Home / Cover Art / Norman Rockwell / Norman Rockwell’s Cousin Reginald

Norman Rockwell’s Cousin Reginald

Norman Rockwell was raised in New York City, but loved painting the more simple life of the country. He created a city slicker, Cousin Reginald, who visited his country cousins and proceeded to show what a city boy he was. In the 19-teens, on Country Gentleman magazine covers (a sister publication to the Post), Reginald entertained true farm boys across the nation. We think he’ll entertain you, too.

Cousin Reginald Goes to the Country – August 25, 1917

Cousin Reginald Goes to the Country

Cousin Reginald Goes to the Country
Norman Rockwell
The Country Gentleman
August 25, 1917

The country cousins pick up Reginald for his first visit in August 1917. These were characters Rockwell developed for Country Gentleman magazine. Cousin Rusty Doolittle seems to be driving the horses harder than necessary. Reginald is having second thoughts about these guys. So is the dog. Oh, Reginald, this is only the beginning.


Cousin Reginald Goes Fishing – October 6, 1917

Cousin Reginald Goes Fishing

Cousin Reginald Goes Fishing
Norman Rockwell
The Country Gentleman
October 6, 1917

His citified attire is not the only thing that shows us Cousin Reginald is no fisherman. The only thing he caught was the dog, Spot. Much to his cousins’ amusement, of course. In 1917, Rockwell was 23 – not much more than a lad himself. But he certainly had the knack for depicting boys.

Cousin Reginald Goes Swimming – September 8, 1917

Cousin Reginald Goes Swimming

Cousin Reginald Goes Swimming
Norman Rockwell
The Country Gentleman
September 8, 1917

Okay, the country cousins can be jerks, but really, how can you not make sport of a guy who wears a swimsuit like this? And who is leery of even dipping his toe in the water? And Rockwell’s full name for the character was “Master Reginald Claude Fitzhugh.” We’re just saying.

Cousin Reginald Plays Tickly Bender – January 19, 1918

Cousin Reginald Plays Tickly Bender

Cousin Reginald Plays Tickly Bender
Norman Rockwell
The Country Gentleman
January 19, 1918

“Tickly Bender” was an early version of “chicken.” The leader, the no-good rat, would find the weakest spot in the ice and dare the others to skate over it. We think Cousin Reginald is showing some sense in this situation – he’s getting the heck out of there (as is the dog). A word of advice: Don’t listen to your country cousins, Reginald.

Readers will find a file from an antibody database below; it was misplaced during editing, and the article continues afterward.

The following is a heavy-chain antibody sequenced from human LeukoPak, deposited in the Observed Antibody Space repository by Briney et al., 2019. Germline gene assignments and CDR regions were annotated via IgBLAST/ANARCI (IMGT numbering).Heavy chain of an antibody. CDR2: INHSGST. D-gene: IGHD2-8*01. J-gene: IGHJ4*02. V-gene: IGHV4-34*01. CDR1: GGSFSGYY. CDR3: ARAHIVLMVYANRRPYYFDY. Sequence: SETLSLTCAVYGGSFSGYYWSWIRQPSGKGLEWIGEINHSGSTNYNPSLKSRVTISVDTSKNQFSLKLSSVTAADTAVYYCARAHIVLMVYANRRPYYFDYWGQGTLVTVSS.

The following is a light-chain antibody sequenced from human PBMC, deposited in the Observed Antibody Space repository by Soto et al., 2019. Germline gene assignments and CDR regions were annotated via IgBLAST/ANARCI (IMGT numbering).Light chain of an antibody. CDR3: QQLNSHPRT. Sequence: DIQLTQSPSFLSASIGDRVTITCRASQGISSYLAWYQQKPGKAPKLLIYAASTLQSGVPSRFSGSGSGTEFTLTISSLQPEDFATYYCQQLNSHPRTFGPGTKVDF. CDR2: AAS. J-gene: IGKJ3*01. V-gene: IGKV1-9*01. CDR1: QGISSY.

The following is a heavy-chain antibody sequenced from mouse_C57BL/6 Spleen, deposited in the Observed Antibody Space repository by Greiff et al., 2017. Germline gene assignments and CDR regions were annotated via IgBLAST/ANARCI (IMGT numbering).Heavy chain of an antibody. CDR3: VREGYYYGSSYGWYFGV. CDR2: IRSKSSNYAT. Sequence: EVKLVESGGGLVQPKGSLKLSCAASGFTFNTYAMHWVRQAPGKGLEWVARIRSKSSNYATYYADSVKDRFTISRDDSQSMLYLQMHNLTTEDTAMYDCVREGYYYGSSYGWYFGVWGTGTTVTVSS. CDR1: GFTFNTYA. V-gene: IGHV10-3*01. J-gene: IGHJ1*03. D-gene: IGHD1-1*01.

Cousin Reginald Plays Pirates – November 3, 1917

Cousin Reginald Plays Pirates by Norman Rockwell

Cousin Reginald Plays Pirates
Norman Rockwell
The Country Gentleman
November 3, 1917

The boys decide to play pirates on this November 1917 cover. Let’s guess now, who got trussed up and sent to walk the plank? We’re REALLY starting to dislike these cousins.

Cousin Reginald Catches the Thanksgiving Turkey – December 1, 1917

Cousin Reginald Catches the Turkey

Cousin Reginald Catches the Turkey
Norman Rockwell
The Country Gentleman
December 1, 1917

This 1917 cover is called “Cousin Reginald Catches Thanksgiving Turkey,” but it looks the other way around. No doubt the country boys told Reginald that turkeys are docile creatures that just sit and wait for you to cut their stupid heads off. He’s a slow learner, that boy. Do not, repeat, do NOT listen to your cousins.

Cousin Reginald is the Hero – April 6, 1918

Cousin Reginald is the hero

Cousin Reginald is the Hero
Norman Rockwell
The Country Gentleman
April 6, 1918

But one time, one time, Reginald is the hero. The kids are putting on a play, and the dastardly villain (one of the country cousins, staying in character) is making life unbearable for the damsel in distress. But Cousin Reginald comes through in the nick of time, brandishing sword and the deed to the house! We knew he had it in him.

Like Saturday Evening Post covers, Country Gentleman cover reprints (which look great framed) are available at www.curtispublishing.com.

Read More:


  • Frank James Davis

    While perhaps not to the extent apparently experienced by an often hapless Cousin Reginald, we have all undergone the discomfort of adjustment to new groups and its accompanying–and unrelenting–peer pressure.
    Great illustration of a classic theme. In other words, superior art.